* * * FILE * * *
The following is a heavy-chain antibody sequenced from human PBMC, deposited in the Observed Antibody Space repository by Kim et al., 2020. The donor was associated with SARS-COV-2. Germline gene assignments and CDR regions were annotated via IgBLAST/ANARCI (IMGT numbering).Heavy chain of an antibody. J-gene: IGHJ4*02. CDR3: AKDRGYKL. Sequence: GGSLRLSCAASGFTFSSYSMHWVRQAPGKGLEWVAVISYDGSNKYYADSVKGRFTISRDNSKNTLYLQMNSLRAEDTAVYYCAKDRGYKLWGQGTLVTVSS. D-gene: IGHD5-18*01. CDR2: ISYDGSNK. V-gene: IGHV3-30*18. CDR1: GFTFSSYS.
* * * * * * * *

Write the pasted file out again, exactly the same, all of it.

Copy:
The following is a heavy-chain antibody sequenced from human PBMC, deposited in the Observed Antibody Space repository by Kim et al., 2020. The donor was associated with SARS-COV-2. Germline gene assignments and CDR regions were annotated via IgBLAST/ANARCI (IMGT numbering).Heavy chain of an antibody. J-gene: IGHJ4*02. CDR3: AKDRGYKL. Sequence: GGSLRLSCAASGFTFSSYSMHWVRQAPGKGLEWVAVISYDGSNKYYADSVKGRFTISRDNSKNTLYLQMNSLRAEDTAVYYCAKDRGYKLWGQGTLVTVSS. D-gene: IGHD5-18*01. CDR2: ISYDGSNK. V-gene: IGHV3-30*18. CDR1: GFTFSSYS.